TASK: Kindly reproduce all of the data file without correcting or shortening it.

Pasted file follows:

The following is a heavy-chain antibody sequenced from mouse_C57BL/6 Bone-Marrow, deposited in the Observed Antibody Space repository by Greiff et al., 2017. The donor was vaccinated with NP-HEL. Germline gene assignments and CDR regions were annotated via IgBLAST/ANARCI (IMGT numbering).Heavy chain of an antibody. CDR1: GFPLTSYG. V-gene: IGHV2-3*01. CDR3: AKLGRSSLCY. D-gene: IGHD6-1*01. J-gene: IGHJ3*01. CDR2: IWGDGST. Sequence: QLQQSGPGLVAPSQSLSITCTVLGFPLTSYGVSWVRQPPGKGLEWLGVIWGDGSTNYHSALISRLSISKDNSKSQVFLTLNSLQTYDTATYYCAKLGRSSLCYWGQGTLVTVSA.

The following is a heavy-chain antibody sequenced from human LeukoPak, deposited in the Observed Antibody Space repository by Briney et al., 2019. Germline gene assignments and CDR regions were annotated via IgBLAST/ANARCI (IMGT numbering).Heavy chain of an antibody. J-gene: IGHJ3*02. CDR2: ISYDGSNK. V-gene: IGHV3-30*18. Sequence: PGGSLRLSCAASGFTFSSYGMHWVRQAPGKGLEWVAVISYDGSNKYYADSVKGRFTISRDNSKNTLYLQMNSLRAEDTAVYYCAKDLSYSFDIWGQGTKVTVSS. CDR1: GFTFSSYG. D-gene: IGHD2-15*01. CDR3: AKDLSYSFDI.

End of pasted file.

The following is a heavy-chain antibody sequenced from mouse_C57BL/6 Bone-Marrow, deposited in the Observed Antibody Space repository by Greiff et al., 2017. The donor was vaccinated with NP-HEL. Germline gene assignments and CDR regions were annotated via IgBLAST/ANARCI (IMGT numbering).Heavy chain of an antibody. CDR1: GFPLTSYG. V-gene: IGHV2-3*01. CDR3: AKLGRSSLCY. D-gene: IGHD6-1*01. J-gene: IGHJ3*01. CDR2: IWGDGST. Sequence: QLQQSGPGLVAPSQSLSITCTVLGFPLTSYGVSWVRQPPGKGLEWLGVIWGDGSTNYHSALISRLSISKDNSKSQVFLTLNSLQTYDTATYYCAKLGRSSLCYWGQGTLVTVSA.

The following is a heavy-chain antibody sequenced from human LeukoPak, deposited in the Observed Antibody Space repository by Briney et al., 2019. Germline gene assignments and CDR regions were annotated via IgBLAST/ANARCI (IMGT numbering).Heavy chain of an antibody. J-gene: IGHJ3*02. CDR2: ISYDGSNK. V-gene: IGHV3-30*18. Sequence: PGGSLRLSCAASGFTFSSYGMHWVRQAPGKGLEWVAVISYDGSNKYYADSVKGRFTISRDNSKNTLYLQMNSLRAEDTAVYYCAKDLSYSFDIWGQGTKVTVSS. CDR1: GFTFSSYG. D-gene: IGHD2-15*01. CDR3: AKDLSYSFDI.